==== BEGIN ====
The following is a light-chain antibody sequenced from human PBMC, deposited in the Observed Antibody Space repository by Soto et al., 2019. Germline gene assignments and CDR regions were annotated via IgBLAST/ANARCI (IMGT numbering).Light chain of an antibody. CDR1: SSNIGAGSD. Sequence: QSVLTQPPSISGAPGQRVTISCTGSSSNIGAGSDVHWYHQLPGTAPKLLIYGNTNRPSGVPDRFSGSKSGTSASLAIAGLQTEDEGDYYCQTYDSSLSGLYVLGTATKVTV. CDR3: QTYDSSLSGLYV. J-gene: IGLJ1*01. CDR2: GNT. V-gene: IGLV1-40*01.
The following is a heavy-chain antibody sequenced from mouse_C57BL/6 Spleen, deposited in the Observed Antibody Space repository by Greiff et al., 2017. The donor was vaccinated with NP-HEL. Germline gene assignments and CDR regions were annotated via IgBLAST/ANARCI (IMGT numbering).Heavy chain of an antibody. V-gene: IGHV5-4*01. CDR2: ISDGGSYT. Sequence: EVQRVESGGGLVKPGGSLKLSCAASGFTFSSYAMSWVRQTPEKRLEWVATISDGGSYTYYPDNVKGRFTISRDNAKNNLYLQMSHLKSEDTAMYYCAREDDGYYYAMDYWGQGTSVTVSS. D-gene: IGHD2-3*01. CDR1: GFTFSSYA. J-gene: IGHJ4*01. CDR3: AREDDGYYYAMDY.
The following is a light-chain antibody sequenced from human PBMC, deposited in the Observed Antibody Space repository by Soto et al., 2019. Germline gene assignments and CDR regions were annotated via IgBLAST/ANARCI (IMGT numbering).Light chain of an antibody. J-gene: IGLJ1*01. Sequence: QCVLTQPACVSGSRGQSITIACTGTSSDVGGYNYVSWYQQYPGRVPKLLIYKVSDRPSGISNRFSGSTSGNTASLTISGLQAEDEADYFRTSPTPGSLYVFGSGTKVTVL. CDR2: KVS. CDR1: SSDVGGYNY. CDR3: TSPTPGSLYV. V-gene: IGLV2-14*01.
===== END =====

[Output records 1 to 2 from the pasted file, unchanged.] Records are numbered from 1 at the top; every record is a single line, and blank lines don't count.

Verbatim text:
The following is a light-chain antibody sequenced from human PBMC, deposited in the Observed Antibody Space repository by Soto et al., 2019. Germline gene assignments and CDR regions were annotated via IgBLAST/ANARCI (IMGT numbering).Light chain of an antibody. CDR1: SSNIGAGSD. Sequence: QSVLTQPPSISGAPGQRVTISCTGSSSNIGAGSDVHWYHQLPGTAPKLLIYGNTNRPSGVPDRFSGSKSGTSASLAIAGLQTEDEGDYYCQTYDSSLSGLYVLGTATKVTV. CDR3: QTYDSSLSGLYV. J-gene: IGLJ1*01. CDR2: GNT. V-gene: IGLV1-40*01.
The following is a heavy-chain antibody sequenced from mouse_C57BL/6 Spleen, deposited in the Observed Antibody Space repository by Greiff et al., 2017. The donor was vaccinated with NP-HEL. Germline gene assignments and CDR regions were annotated via IgBLAST/ANARCI (IMGT numbering).Heavy chain of an antibody. V-gene: IGHV5-4*01. CDR2: ISDGGSYT. Sequence: EVQRVESGGGLVKPGGSLKLSCAASGFTFSSYAMSWVRQTPEKRLEWVATISDGGSYTYYPDNVKGRFTISRDNAKNNLYLQMSHLKSEDTAMYYCAREDDGYYYAMDYWGQGTSVTVSS. D-gene: IGHD2-3*01. CDR1: GFTFSSYA. J-gene: IGHJ4*01. CDR3: AREDDGYYYAMDY.